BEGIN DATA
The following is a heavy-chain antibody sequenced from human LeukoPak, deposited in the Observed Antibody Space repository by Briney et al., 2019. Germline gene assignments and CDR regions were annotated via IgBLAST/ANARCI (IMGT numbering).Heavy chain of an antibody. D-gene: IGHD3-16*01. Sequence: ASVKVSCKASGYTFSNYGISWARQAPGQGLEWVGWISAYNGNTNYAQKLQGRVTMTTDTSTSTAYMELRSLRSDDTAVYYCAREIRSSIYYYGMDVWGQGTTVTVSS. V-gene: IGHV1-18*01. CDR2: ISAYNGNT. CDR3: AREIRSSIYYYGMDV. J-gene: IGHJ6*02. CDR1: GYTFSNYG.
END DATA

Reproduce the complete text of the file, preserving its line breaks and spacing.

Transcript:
The following is a heavy-chain antibody sequenced from human LeukoPak, deposited in the Observed Antibody Space repository by Briney et al., 2019. Germline gene assignments and CDR regions were annotated via IgBLAST/ANARCI (IMGT numbering).Heavy chain of an antibody. D-gene: IGHD3-16*01. Sequence: ASVKVSCKASGYTFSNYGISWARQAPGQGLEWVGWISAYNGNTNYAQKLQGRVTMTTDTSTSTAYMELRSLRSDDTAVYYCAREIRSSIYYYGMDVWGQGTTVTVSS. V-gene: IGHV1-18*01. CDR2: ISAYNGNT. CDR3: AREIRSSIYYYGMDV. J-gene: IGHJ6*02. CDR1: GYTFSNYG.